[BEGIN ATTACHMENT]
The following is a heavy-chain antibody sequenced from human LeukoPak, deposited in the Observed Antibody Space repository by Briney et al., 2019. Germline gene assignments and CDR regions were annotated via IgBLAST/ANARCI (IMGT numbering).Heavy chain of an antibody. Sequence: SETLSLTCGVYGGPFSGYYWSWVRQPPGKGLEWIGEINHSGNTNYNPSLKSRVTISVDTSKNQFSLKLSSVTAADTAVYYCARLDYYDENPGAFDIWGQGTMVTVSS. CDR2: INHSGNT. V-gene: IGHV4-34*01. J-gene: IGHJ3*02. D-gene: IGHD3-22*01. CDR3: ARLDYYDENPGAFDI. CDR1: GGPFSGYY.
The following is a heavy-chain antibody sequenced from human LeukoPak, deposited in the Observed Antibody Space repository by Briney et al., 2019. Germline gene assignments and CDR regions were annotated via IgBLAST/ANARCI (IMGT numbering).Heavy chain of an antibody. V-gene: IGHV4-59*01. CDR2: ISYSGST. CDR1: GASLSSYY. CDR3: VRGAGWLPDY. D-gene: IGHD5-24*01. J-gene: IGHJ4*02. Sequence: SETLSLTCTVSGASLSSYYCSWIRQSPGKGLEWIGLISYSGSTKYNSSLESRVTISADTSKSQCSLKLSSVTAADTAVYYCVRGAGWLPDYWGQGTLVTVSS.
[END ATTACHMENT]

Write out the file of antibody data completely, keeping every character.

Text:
The following is a heavy-chain antibody sequenced from human LeukoPak, deposited in the Observed Antibody Space repository by Briney et al., 2019. Germline gene assignments and CDR regions were annotated via IgBLAST/ANARCI (IMGT numbering).Heavy chain of an antibody. Sequence: SETLSLTCGVYGGPFSGYYWSWVRQPPGKGLEWIGEINHSGNTNYNPSLKSRVTISVDTSKNQFSLKLSSVTAADTAVYYCARLDYYDENPGAFDIWGQGTMVTVSS. CDR2: INHSGNT. V-gene: IGHV4-34*01. J-gene: IGHJ3*02. D-gene: IGHD3-22*01. CDR3: ARLDYYDENPGAFDI. CDR1: GGPFSGYY.
The following is a heavy-chain antibody sequenced from human LeukoPak, deposited in the Observed Antibody Space repository by Briney et al., 2019. Germline gene assignments and CDR regions were annotated via IgBLAST/ANARCI (IMGT numbering).Heavy chain of an antibody. V-gene: IGHV4-59*01. CDR2: ISYSGST. CDR1: GASLSSYY. CDR3: VRGAGWLPDY. D-gene: IGHD5-24*01. J-gene: IGHJ4*02. Sequence: SETLSLTCTVSGASLSSYYCSWIRQSPGKGLEWIGLISYSGSTKYNSSLESRVTISADTSKSQCSLKLSSVTAADTAVYYCVRGAGWLPDYWGQGTLVTVSS.